The former Leo Burnett CEO prioritises science and adventure for new show BodyHack
Todd Sampson’s new TEN series BodyHack has him pushing his physical limits in pursuit of exploring the physicality of people across the world. Mediaweek spoke with Sampson about the show.
How active a role did you take in the production of the show?
I wrote it. I worked backwards. I looked at things I thought people would be interested in, like resilience, diets, pain, and thought, “Who in the world does that in an interesting way?” The French foreign legion does resilliance, obviously. The military in general are very good at that. For diets, I thought of the Hadza in Africa, who have lived and eaten the same way for almost 100,000 years. Then it’s off to the production company to find the details, find the fixers, and work the logistics out. The show was nearly two years’ work. I had the idea originally while making Redesign My Brain.
Were there any great ideas that you were hesitant putting yourself through?
No. There were some things that became slightly prohibitive cost-wise. I wanted to do cosmonauts. I might do it if there’s another series. There was so much bureaucracy involved. The number of people we had to pay… It was, like, 50 people we had to pay to get me up into the stratosphere. I wanted to do a halo jump. The part of it is going somewhere interesting. It’s an adventure-science show, so it’s a combination of being quite an adventurous journey and it having a science backbone. You need to find a place that is interesting enough to hold people’s attention for an hour.
Does commercial TV mean you need to relax the science of it more than you might on the ABC?
No way. I don’t really care. To me, it’s an adventure-science show. Always getting the balance right from a storytelling perspective is important. My mission is to make shows that are, hopefully, fun to watch, but there’s something educational about them. Either who we are, our physiology, our psychology, anthropology – it has to have an intelligent backbone. I didn’t change it at all for commercial TV. And neither did TEN ask.
Coming to this after Redesign My Brain, you clearly have an interest in exploring ideas of the self. What drives that interest?
I think it’s a parallel journey to me understanding myself. I’m naturally inquisitive. We know from Redesign My Brain that I have an extreme form of optimism bias and low serotonin levels, so my andrenaline doesn’t go very high, so I can control my emotions. It has been a journey of self-exploration and there have been many times on this journey where I wanted to quit. I thought I had pushed myself too hard.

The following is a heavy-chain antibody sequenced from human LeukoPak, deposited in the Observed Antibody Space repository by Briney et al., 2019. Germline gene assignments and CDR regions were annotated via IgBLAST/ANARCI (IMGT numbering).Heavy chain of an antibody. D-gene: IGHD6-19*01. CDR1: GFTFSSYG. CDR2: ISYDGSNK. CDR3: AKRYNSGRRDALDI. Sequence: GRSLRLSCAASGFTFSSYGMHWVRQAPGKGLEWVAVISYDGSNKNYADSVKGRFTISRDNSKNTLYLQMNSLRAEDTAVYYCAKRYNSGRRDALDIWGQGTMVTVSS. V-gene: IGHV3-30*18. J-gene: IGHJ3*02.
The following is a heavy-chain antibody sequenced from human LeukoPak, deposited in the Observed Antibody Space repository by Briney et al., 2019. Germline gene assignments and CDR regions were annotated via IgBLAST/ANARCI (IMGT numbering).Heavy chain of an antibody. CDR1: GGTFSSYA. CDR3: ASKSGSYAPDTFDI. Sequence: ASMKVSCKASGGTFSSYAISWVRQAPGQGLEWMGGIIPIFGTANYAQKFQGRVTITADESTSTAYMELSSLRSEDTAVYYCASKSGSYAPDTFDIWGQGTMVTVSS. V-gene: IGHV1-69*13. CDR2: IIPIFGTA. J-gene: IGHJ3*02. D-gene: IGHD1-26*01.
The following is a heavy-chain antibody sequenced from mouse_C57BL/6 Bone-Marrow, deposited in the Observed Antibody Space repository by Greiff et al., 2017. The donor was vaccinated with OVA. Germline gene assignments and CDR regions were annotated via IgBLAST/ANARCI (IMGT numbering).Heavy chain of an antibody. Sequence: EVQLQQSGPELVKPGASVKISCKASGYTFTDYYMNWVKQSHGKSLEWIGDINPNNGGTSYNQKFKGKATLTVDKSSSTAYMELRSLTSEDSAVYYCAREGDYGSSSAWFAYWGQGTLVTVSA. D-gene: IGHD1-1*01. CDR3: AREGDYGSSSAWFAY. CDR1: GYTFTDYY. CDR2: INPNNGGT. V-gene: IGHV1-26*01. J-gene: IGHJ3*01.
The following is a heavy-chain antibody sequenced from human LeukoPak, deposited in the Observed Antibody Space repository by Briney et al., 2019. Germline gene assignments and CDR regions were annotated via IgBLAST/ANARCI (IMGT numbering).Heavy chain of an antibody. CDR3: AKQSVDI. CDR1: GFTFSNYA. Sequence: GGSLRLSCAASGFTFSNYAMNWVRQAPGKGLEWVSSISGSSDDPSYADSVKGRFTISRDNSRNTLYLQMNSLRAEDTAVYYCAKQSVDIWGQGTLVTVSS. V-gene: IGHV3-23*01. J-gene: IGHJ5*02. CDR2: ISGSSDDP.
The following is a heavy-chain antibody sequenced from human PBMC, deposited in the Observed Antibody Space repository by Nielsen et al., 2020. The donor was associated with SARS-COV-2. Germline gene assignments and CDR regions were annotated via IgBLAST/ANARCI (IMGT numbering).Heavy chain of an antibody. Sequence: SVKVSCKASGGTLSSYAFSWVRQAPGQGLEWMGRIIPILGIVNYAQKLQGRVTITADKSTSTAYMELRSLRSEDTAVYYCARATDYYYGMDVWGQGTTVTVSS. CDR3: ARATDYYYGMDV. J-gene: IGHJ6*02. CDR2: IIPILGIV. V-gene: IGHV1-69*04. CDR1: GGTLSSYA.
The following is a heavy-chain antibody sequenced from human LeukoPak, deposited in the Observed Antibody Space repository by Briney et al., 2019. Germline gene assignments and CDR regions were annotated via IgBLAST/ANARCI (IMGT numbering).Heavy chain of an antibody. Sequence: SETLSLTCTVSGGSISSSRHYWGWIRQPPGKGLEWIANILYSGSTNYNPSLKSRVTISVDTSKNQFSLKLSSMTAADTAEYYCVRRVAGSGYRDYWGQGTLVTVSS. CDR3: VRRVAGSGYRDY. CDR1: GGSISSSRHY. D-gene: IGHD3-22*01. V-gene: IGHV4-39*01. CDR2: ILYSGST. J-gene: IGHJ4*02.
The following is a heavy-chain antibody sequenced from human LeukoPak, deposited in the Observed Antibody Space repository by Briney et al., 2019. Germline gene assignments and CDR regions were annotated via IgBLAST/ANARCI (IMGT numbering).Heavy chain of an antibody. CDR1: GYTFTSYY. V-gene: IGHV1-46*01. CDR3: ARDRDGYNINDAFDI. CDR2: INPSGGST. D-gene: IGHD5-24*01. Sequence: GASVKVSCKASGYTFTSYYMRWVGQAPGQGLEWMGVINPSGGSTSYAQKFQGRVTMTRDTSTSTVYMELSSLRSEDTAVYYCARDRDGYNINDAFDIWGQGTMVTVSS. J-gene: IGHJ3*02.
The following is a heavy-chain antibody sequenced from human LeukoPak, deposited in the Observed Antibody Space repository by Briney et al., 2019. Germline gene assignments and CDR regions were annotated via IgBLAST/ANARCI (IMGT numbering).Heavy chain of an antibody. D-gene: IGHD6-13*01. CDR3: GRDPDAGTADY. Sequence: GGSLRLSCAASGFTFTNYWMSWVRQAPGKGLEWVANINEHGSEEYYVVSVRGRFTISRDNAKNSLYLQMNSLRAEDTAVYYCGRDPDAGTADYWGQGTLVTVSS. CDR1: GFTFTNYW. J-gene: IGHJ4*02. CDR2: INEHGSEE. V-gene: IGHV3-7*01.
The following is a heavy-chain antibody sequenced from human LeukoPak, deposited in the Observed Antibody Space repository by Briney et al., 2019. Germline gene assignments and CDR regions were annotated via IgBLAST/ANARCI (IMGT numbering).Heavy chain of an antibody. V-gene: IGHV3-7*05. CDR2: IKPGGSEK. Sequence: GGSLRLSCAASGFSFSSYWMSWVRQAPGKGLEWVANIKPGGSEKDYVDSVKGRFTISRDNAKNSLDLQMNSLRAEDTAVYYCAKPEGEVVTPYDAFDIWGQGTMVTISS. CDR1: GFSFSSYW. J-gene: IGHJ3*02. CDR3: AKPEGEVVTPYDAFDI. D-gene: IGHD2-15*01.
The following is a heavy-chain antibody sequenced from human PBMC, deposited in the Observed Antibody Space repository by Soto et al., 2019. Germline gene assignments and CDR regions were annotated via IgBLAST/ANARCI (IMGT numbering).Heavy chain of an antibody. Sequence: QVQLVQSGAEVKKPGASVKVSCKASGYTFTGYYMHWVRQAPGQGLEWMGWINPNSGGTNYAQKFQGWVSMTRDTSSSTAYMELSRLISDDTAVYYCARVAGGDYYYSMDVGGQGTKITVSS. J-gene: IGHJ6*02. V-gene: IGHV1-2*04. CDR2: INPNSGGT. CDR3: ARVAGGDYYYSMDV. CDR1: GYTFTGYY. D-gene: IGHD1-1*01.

Did Russel Howcroft play much of a role in you landing at Ten with this project?
I didn’t even tell Russel. At the time it was all confidential and I don’t know what Russel knew. He’s seen some of it. He loves it. I’ll ask him tonight – I see him every Tuesday night. He’s very supportive.
Was it important for you that the projects you’ve done be broadcast on free-to-air?
All three of the documentaries I’ve done are for Discovery International. To me, I’m happy it’s on TEN, but I didn’t specifically say I wanted it on commercial or non-commercial TV. I just focus on the content. Other people worry about the distribution. I’m a fan of the ABC and TEN. ABC has been a part of my life for almost 10 years.
What’s next for you?
I’m three-quarters of the way through forming a new science documentary with the ABC about physics – the laws of science. I’m currently in that process now. It won’t come out until next year.
What is it about physics that fuels your interest?
I’ve always felt, because I’m a ferocious documentary viewer. I’ve always felt documentaries fell into two camps. They were either adventure documentaries or they were science documentaries. They’re Brian Cox, contemplative, intelligent. My mission was to smash them together. The next series is the same. It’s a little bit more risky. The experiments that I do, if stuff goes wrong – it would seriously go wrong. BodyHack is not about me cheating death, it’s about me jumping into their lives. The best way to understand people is to step into their shoes.
Is it deliberate that you don’t examine advertising in your work beyond Gruen?
Yes. I haven’t technically worked in the advertising business for almost two years now. Advertising was always my job, but it wasn’t my passion. Someone wrote somewhere ‘advertising guy becomes adventurer’. It’s the other way around. I was an adventurer well before. I climbed Mt Everest before I even knew the business really. I was an adventurer first and then I took on that career, which I loved by the way. It was an amazing career. I feel from a corporate perspective that I’ve done it. I was the CEO of a very successful company for 12 years and from a TV perspective, I’ve done it. Gruen will go down in history as probably one of the best shows the ABC has done. I feel thankful and appreciative, but that phase of my life is done. I’ll continue doing Gruen for as long as Gruen is around. I love it.